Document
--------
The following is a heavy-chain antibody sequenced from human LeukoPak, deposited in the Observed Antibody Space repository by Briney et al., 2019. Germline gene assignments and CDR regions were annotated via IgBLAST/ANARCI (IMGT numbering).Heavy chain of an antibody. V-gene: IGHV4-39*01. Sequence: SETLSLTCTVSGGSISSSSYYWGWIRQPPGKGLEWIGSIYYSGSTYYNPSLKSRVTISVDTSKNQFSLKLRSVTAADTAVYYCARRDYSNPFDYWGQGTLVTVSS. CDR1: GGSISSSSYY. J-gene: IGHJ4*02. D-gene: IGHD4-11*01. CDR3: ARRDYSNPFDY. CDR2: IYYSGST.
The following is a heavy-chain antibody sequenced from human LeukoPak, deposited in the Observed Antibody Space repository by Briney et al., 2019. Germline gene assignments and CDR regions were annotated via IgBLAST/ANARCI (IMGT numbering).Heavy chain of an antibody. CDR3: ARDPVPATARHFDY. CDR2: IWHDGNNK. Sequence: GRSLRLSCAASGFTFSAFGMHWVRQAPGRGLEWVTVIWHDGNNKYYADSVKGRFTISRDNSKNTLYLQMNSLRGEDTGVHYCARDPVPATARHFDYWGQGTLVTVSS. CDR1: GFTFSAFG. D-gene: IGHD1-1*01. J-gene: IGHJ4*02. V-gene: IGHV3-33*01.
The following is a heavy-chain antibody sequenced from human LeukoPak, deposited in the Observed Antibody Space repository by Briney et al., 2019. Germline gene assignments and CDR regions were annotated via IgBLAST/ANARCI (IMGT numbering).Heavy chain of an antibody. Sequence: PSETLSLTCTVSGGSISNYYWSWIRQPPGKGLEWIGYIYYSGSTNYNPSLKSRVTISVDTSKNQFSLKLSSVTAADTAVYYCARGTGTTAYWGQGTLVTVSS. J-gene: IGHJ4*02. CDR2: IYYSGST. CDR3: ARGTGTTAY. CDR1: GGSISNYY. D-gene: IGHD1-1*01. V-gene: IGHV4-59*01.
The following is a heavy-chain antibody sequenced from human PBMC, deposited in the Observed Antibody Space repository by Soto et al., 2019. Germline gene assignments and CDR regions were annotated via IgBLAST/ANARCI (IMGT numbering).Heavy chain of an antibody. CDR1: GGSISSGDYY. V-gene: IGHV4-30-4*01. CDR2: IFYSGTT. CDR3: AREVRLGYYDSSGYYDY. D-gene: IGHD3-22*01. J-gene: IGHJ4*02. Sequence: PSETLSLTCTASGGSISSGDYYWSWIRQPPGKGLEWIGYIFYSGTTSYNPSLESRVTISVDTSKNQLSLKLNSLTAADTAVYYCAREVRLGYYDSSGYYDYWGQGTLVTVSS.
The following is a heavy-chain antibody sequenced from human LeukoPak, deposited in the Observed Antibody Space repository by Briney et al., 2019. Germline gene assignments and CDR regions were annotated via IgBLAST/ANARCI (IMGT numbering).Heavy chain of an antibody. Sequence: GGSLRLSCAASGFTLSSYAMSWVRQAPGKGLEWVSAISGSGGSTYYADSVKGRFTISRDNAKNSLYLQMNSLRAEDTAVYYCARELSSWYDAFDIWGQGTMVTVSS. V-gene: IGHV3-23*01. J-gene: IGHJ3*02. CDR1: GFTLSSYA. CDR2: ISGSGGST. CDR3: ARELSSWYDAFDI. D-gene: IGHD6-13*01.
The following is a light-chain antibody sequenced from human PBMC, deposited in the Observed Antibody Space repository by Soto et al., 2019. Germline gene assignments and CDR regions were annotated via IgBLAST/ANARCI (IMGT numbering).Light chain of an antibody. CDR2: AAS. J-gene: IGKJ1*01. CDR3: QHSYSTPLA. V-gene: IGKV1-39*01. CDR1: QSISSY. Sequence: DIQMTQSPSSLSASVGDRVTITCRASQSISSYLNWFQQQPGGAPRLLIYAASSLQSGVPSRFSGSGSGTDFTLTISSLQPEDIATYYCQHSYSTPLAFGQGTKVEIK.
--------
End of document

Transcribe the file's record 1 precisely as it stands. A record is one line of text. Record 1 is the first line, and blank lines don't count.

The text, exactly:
The following is a heavy-chain antibody sequenced from human LeukoPak, deposited in the Observed Antibody Space repository by Briney et al., 2019. Germline gene assignments and CDR regions were annotated via IgBLAST/ANARCI (IMGT numbering).Heavy chain of an antibody. V-gene: IGHV4-39*01. Sequence: SETLSLTCTVSGGSISSSSYYWGWIRQPPGKGLEWIGSIYYSGSTYYNPSLKSRVTISVDTSKNQFSLKLRSVTAADTAVYYCARRDYSNPFDYWGQGTLVTVSS. CDR1: GGSISSSSYY. J-gene: IGHJ4*02. D-gene: IGHD4-11*01. CDR3: ARRDYSNPFDY. CDR2: IYYSGST.